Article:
Have you noticed the growth in business for fruits and vegetables and want to get on board? Whether you’re new in the sector or an experienced horticultural farmer, there are three distinct ways to grow your business. Professionals offered innovative ways to market your fruits and vegetables at the international trade fair for plants in Germany, IPM ESSEN.
The Garden Center: Beauty Sells
“Be creative,” Raimund Schnecking, key account manager at from Volmary said during a conference on marketing. Volmary is an independent family business in the horticulture sector and a leading European plant breeding company. It also develops plant brand concepts for garden centers and food retailers.
The 2018 GMG Trends Report focuses on rebuilding mental wellness through nature, so it’s no wonder that we’re beginning to see the importance of plant presentation—a healthy plant in an elegant pot, for example. Volmary expressed the significance of growing your fruits and vegetables in beautiful plots like flowers in garden centers.
“Our goal is to make the industry move,” Daniel Kükenhöhner, from consulting & shop planning company Petzinger, said in a conference on healthy food. He focused on why retailers should consider selling fruits and vegetables in their garden centers: grow sales, gain new customers, change profile, add value for current customers…
“Acquiring new customers is a big challenge. Focusing on existing customers is easier.”
Daniel Kükenhöhner suggested retailers ask themselves what fits in with their current selection and shop image and to perform data analytics to target customers. Single households are different from families with children so it’s important to analyze all data collected.
“Don’t just collect data. Analyze it.”
Experimentation & Detailed Labeling
The organic issue is not a new trend, people just want organic, healthy food, according to Raimund Schnecking from Volmary. As consumers are seeking to deepen their knowledge of what they’re purchasing, opening the door to a new clientele, retailers and farmers should consider adding labels with detailed information about each plant.
You show esteem for your customers. Clients are becoming more educated in these areas and more interested in higher quality. Pay attention to seed segment, organic, plant protection system, region, sustainable fertilizer.
By adding a catchy label to the vegetable, explaining what it tastes like or how to cook it, for example. When selling soiled plants, explain or demonstrate how to keep the plant alive—i.e. how much sun or water is needed and the right temperature.
Daniel Kükenhöhner from Petzinger agreed that retailers and farmers should add transparency for their customers as to who supplied what. On the label, include information such as whether it’s organic, the region—show a map—etc.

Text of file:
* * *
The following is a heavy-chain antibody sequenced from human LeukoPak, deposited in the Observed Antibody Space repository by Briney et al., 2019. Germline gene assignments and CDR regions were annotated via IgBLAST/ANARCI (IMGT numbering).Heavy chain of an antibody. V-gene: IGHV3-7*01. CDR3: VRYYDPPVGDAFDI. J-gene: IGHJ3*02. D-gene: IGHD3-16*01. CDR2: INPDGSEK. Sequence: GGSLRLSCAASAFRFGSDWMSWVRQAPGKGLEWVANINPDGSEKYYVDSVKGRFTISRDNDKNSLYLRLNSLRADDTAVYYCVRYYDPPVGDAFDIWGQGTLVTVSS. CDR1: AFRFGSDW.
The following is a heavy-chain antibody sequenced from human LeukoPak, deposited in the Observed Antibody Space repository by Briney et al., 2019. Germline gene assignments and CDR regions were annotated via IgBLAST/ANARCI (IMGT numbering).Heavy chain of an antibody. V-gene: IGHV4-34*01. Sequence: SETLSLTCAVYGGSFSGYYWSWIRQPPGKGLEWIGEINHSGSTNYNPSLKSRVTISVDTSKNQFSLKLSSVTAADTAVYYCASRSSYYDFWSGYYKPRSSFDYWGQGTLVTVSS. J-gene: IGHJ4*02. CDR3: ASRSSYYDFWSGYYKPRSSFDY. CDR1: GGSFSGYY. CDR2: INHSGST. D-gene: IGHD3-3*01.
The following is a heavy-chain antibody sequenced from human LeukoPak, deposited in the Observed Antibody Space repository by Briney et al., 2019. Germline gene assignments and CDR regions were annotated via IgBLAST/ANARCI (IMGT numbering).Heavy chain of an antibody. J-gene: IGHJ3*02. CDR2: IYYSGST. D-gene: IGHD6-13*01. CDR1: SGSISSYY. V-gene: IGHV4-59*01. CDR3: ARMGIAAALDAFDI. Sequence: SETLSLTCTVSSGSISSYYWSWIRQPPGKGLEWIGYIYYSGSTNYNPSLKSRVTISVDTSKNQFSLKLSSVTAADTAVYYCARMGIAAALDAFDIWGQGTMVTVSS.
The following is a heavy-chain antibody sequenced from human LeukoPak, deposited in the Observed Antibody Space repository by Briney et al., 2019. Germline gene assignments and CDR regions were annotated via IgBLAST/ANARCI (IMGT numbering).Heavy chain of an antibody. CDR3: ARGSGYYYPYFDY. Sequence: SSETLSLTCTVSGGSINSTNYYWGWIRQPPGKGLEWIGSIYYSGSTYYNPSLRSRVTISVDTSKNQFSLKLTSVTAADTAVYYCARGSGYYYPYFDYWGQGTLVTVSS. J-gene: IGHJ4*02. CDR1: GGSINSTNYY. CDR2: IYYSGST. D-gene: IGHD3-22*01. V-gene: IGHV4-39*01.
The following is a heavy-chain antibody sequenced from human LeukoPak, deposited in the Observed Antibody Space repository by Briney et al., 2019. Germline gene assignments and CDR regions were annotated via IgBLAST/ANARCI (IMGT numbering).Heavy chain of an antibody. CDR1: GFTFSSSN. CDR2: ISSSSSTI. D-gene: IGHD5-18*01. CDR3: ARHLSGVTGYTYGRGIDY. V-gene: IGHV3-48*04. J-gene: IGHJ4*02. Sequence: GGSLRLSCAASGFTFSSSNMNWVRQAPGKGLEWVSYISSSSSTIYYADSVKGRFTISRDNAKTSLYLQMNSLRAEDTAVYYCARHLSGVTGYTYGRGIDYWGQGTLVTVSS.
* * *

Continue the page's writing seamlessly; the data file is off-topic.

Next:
Growers can acquire sustainability certifications through MPS, which also offers various courses in the field of certification, and allows clients visibility on the website Follow Your Flower or Plant.
Raimund Schnecking from Volmary added what he would do if he were to start a garden center:
I would grow tomatoes and breed new varieties. Be creative and offer a wide range of a specific vegetable that will create intrigue in your clients. As they’re prone to desire knowledge, they will grab what they’re not sure of so long as the marketing is done properly.
A prime representative of the experimental trend is the sweet potato. White sweet potatoes from the southern side of the US, for example, are easier to grow.
“Why don’t we make our lives easier and grow produce better?”
Breeding new types of veggies for the market will not only open the potential pathway to produce that’s easier to grow, but it will “create fun for clients”—an important selling point.
“We know there’s change in our industry, but is it a curse or a blessing?” Andreas Herzberg, divisional manager at Langard, asked during a conference on new business. Langard is a national and international marketing company which works with all market participants: cooperative members, producers, employees and customers.
We’re now seeing a very different kind of clientele, according to Andreas Herzberg who stressed, “expectations have grown.”
He agreed that retailers need to implement a supplementary range for added value—so farmers, get them growing! “Change offers opportunity. We should base our decisions on it.” Today, customers are driven by origins, sustainability, trends and innovation.
It’s not simply about the produce, though. We need to do storytelling and offer ideas to customers and recreate interest. We need to use our ideas to market better.
ISS Bio is a co-operation by blogger Acchim Sam varstelleng, a sub brand of Langard. It spreads knowledge about herbs in a fun, interactive way. The blogger also goes live on tours to take the concept even further.
As for branching out and implementing more interesting ideas, Andreas Herzberg said:
Retailers can put a QR code on products and select a recipe via the ISS Bio blog.
As herbs and vegetables increasingly intrigue customers, eating less meat has also become an ongoing trend, especially since “men have finally realized [the importance of] healthy diets,” according to Andreas Herzberg. Cooking out is no longer just about sausages. Grill-Gardening has come up with a fun, interactive way of offering barbeque recipes for specific ingredients. Double click on the vegetables and herbs you have to have them land on the grill, then click start to fire it up and out pops an amazing recipe to try.
Blogs like the Weber Blog for Grillers by Grillers, brochures, displays and other marketing material will greatly push sales upward. It’s important to create a targeted approach for different channels, such as speaking to “young people [who] have no regards to production.”
If we don’t market in a creative way, we will not generate additional growth!